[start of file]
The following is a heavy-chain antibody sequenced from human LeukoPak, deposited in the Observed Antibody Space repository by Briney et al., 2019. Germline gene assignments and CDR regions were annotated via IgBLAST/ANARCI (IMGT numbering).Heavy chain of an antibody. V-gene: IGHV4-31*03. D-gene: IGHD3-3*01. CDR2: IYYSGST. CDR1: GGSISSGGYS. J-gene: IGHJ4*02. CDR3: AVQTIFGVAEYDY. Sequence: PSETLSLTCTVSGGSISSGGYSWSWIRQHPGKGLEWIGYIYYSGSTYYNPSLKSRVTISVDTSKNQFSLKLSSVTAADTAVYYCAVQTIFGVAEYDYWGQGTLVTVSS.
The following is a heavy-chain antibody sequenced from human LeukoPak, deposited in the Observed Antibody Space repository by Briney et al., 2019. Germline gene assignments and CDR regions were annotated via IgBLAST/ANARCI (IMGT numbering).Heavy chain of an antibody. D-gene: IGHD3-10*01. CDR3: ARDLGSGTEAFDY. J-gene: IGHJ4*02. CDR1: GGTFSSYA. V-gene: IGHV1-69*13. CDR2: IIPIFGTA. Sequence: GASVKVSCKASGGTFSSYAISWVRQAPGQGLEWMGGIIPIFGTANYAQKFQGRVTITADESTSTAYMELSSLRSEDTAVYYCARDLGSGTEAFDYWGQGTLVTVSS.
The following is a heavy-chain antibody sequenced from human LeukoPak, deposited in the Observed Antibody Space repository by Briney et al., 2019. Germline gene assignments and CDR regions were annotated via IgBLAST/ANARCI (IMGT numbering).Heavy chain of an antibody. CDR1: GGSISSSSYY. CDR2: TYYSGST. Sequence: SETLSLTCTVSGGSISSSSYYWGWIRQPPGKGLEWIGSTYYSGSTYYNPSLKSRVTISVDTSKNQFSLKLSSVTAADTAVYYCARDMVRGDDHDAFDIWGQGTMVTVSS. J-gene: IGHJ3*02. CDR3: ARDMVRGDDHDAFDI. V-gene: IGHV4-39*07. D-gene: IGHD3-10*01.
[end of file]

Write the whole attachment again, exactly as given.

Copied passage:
The following is a heavy-chain antibody sequenced from human LeukoPak, deposited in the Observed Antibody Space repository by Briney et al., 2019. Germline gene assignments and CDR regions were annotated via IgBLAST/ANARCI (IMGT numbering).Heavy chain of an antibody. V-gene: IGHV4-31*03. D-gene: IGHD3-3*01. CDR2: IYYSGST. CDR1: GGSISSGGYS. J-gene: IGHJ4*02. CDR3: AVQTIFGVAEYDY. Sequence: PSETLSLTCTVSGGSISSGGYSWSWIRQHPGKGLEWIGYIYYSGSTYYNPSLKSRVTISVDTSKNQFSLKLSSVTAADTAVYYCAVQTIFGVAEYDYWGQGTLVTVSS.
The following is a heavy-chain antibody sequenced from human LeukoPak, deposited in the Observed Antibody Space repository by Briney et al., 2019. Germline gene assignments and CDR regions were annotated via IgBLAST/ANARCI (IMGT numbering).Heavy chain of an antibody. D-gene: IGHD3-10*01. CDR3: ARDLGSGTEAFDY. J-gene: IGHJ4*02. CDR1: GGTFSSYA. V-gene: IGHV1-69*13. CDR2: IIPIFGTA. Sequence: GASVKVSCKASGGTFSSYAISWVRQAPGQGLEWMGGIIPIFGTANYAQKFQGRVTITADESTSTAYMELSSLRSEDTAVYYCARDLGSGTEAFDYWGQGTLVTVSS.
The following is a heavy-chain antibody sequenced from human LeukoPak, deposited in the Observed Antibody Space repository by Briney et al., 2019. Germline gene assignments and CDR regions were annotated via IgBLAST/ANARCI (IMGT numbering).Heavy chain of an antibody. CDR1: GGSISSSSYY. CDR2: TYYSGST. Sequence: SETLSLTCTVSGGSISSSSYYWGWIRQPPGKGLEWIGSTYYSGSTYYNPSLKSRVTISVDTSKNQFSLKLSSVTAADTAVYYCARDMVRGDDHDAFDIWGQGTMVTVSS. J-gene: IGHJ3*02. CDR3: ARDMVRGDDHDAFDI. V-gene: IGHV4-39*07. D-gene: IGHD3-10*01.